Huh also gave a brief description of what is known so far about immune system responses to the SARS-CoV-2 virus. Similar to other RNA viruses that infect humans, the SARS-CoV-2 virus activates innate immune pathways and induces T cells that target parts of the virus. The virus also provokes some notable reactions: a subdued interferon response, which normally alerts other cells to a pathogen; a decrease in the number of T cells or their functionality; hyperactivation of cytokines (as in the “cytokine storms” associated with COVID-19); and a change in gut bacteria. To get at the narrower question of how the immune system of pregnant women responds to SARS-CoV-2, Huh is planning to collect biospecimens from pregnant women infected with the virus to understand how their immune system responds to the infection (Table 1).
Existing research infrastructure can be quickly marshaled to study the novel coronavirus’ effects on pregnancy, as Torri Metz of the University of Utah described for the Maternal-Fetal Medicine Units (MFMU) Network. The MFMU network consists of 12 sites in the United States, funded by the Eunice Kennedy Shriver National Institute of Child Health and Human Development (NICHD), that collaborate to perform clinical trials and observational studies of pregnant women. A new study, MFMU GRAVID (Gestational Research Assessments for coVID-19), has begun to look at morbidity and mortality in women giving birth during the pandemic and compare it to pre-pandemic data collected in 2019. The study will also look specifically at women who have been infected with the novel coronavirus while pregnant to understand the effects of the infection on their morbidity and mortality as well as immediate outcomes for their newborns. This study is currently enrolling at all MFMU sites (Table 1).
Drawing from her experience of studying Zika virus in pregnant women, Karin Nielsen of the University of California, Los Angeles outlined a new study called COMP (COVID Outcomes in Mother-Infant Pairs) that is investigating the effects of SARS-CoV-2 infection on 200 pregnant women from prenatal clinics in Brazil and the Los Angeles region. Begun in April, the COMP study builds upon infrastructure established for Zika studies, in which Nielsen and colleagues tracked a variety of outcomes in both mother and child, demonstrating brain imaging abnormalities and developmental delay in about one-third of children11. The COMP study will look at similar clinical and neurodevelopmental outcomes in mothers and children followed for 12 months after birth and will also track their immune responses, monitoring immunoglobins, chemokines, cytokines and T-cell responses (Table 1).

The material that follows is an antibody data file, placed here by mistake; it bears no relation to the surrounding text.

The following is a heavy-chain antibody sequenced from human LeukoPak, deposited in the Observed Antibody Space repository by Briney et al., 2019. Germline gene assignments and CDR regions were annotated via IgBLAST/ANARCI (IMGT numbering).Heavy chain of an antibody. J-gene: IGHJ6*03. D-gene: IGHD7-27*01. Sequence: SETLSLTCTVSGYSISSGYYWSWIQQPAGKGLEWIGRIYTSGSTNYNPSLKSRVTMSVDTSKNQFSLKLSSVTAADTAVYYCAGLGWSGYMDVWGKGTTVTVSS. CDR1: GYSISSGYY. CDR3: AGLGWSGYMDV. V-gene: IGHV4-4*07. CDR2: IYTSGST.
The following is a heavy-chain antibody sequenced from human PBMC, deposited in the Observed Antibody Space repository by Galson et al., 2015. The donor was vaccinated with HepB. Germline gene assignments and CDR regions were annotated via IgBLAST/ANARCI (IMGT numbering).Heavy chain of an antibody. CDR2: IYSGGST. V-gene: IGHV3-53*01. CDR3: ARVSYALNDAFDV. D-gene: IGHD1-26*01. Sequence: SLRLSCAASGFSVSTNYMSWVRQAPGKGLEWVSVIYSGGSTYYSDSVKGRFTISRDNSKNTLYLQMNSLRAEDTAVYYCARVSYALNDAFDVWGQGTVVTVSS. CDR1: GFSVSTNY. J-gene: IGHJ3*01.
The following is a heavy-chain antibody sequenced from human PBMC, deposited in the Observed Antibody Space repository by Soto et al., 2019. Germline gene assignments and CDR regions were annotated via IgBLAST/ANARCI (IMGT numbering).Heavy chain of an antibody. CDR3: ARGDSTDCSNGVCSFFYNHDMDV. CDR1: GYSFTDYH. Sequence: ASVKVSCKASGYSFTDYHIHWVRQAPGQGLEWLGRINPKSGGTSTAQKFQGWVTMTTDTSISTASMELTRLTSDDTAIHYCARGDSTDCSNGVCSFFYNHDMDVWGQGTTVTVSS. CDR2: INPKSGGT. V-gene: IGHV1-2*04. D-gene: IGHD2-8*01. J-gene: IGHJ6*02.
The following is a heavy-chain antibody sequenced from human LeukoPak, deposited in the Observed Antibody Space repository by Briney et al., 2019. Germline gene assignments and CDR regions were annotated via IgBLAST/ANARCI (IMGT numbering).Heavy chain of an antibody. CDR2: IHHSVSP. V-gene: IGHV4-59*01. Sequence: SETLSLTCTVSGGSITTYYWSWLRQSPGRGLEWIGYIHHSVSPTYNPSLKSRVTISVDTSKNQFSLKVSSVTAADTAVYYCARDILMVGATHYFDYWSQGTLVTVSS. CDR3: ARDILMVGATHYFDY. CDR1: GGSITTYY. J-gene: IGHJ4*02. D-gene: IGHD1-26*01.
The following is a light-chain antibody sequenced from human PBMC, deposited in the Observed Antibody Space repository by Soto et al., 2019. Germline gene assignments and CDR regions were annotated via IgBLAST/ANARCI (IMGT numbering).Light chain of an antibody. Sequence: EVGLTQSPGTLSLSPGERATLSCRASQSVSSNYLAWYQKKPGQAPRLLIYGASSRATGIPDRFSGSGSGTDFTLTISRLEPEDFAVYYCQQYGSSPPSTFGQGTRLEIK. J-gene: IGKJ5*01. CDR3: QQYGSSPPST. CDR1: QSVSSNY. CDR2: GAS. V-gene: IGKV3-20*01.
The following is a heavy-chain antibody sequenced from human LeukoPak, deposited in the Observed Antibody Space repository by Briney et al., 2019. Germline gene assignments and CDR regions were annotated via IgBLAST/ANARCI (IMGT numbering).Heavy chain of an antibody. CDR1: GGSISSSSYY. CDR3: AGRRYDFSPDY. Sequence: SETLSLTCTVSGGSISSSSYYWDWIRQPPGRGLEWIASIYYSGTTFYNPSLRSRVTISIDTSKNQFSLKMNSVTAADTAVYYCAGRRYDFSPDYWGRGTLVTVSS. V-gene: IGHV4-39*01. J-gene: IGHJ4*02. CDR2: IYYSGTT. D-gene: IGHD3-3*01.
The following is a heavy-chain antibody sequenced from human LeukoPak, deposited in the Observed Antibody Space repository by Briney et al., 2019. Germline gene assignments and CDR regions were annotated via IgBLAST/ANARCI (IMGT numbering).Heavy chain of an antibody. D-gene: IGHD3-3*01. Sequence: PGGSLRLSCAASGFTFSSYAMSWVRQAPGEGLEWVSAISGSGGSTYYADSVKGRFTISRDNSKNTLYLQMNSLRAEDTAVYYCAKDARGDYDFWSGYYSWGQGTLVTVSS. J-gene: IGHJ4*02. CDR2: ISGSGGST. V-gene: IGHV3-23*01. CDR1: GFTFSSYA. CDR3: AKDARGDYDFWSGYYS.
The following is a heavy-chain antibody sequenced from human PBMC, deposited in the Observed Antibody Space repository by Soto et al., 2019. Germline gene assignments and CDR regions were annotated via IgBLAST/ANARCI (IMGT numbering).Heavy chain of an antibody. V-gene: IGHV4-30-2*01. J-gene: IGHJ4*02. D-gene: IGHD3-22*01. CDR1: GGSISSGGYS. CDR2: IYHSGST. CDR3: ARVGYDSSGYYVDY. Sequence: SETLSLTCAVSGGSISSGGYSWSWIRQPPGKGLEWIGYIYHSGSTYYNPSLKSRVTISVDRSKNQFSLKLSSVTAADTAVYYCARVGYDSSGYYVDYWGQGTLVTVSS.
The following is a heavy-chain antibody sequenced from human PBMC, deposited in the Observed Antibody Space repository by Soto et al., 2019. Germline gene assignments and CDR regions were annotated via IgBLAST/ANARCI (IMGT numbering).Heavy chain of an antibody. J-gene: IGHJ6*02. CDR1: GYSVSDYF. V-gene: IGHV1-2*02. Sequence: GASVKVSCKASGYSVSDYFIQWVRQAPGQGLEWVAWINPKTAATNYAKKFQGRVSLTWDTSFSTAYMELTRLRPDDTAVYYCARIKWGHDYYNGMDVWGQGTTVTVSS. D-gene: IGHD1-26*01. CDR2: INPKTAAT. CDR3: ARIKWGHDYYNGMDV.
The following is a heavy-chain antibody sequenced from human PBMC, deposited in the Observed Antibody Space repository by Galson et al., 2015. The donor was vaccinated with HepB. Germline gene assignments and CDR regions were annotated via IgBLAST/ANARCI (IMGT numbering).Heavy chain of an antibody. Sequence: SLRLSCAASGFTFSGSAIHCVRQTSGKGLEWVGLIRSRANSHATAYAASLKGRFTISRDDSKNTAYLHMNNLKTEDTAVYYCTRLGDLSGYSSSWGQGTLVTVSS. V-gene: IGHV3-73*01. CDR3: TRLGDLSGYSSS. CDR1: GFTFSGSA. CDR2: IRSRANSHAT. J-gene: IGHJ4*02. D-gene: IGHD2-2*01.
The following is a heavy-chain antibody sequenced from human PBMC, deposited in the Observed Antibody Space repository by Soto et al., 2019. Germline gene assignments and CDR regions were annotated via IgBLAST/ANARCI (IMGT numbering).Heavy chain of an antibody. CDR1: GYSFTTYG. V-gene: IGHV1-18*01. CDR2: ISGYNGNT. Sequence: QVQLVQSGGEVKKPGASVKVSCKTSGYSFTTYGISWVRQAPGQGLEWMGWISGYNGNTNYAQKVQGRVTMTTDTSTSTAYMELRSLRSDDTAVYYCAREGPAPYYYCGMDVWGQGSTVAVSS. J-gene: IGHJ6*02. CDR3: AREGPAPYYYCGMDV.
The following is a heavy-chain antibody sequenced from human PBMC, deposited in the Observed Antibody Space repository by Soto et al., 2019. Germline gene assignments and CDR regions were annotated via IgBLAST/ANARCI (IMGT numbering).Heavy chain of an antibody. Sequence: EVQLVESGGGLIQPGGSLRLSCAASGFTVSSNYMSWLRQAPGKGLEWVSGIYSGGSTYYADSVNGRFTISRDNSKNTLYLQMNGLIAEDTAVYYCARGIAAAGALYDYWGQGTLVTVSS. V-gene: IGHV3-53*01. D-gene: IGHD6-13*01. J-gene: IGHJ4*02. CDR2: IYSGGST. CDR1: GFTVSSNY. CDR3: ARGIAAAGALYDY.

Thomas Werge of the University of Copenhagen described the expansive epidemiologic infrastructure in Denmark, which enables studies of its entire population. This allows them to “know what the denominator is” he said and gives very precise risk estimates for conditions like autism. Denmark has a civil registration system, in which each person receives a personal identity number, which can then be linked to their relatives and to records containing information about prescriptions, psychiatric services, medical birth and a biobank that stores neonatal blood spots of everyone born in Denmark since 1981. This infrastructure could be used to follow-up children born during the pandemic. COVID-19 related work is underway using subjects from the Danish Blood Donor Study, which enrolls about 5 percent of the population and for which subjects give a blood sample and answer questionnaires.
A more circumscribed program centered on women’s health called eLIXIR (early-LIfe data cross-LInkage in Research) was described by David Edwards of King’s College London. This study combines data from pregnant women and their newborns with information from their electronic health records accrued over time, including general health, psychiatric and pediatric records. This structure is now being used to get at the consequences of SARS-CoV-2 infection during pregnancy. Based in London, eLIXIR also collects blood samples from pregnant women and includes brain imaging of neonates, which can pick up abnormalities12. The study will also collect clinical and immunological data associated with SARS-CoV-2 infection. Enrollment is underway, with a goal of recruiting 100–200 women with COVID-19 infection during pregnancy (Table 1). Colleague Lucilla Poston noted that offering a SARS-CoV-2 test as part of prenatal care encouraged recruitment into eLIXIR, which may last longer than anticipated because the virus remains a health risk.
Peter von Dadelszen of King’s College London described the PRECISE (PREgnancy Care Integrating translational Science, Everywhere) Network, which investigates complications of pregnancy in three sites in Africa (The Gambia, Mozambique and Kenya), with a focus on maternal hypertension during pregnancy, fetal growth restriction and stillbirth. As part of this, researchers have created a biorepository of maternal biological samples, as well as cord blood and placenta. PRECISE will eventually include 6,000–10,000 women, and a related project, PRECISE-DYAD, will follow-up the mothers and offspring for at least two to three years (Table 1). These countries have been hit very hard with COVID-19, and so the project has begun to track SARS-CoV-2 infections in pregnant women. Their findings could provide unique perspectives on COVID-19 given that African women have very different comorbidities and greater genetic diversity than that found in the ‘global north,’ where research predominates.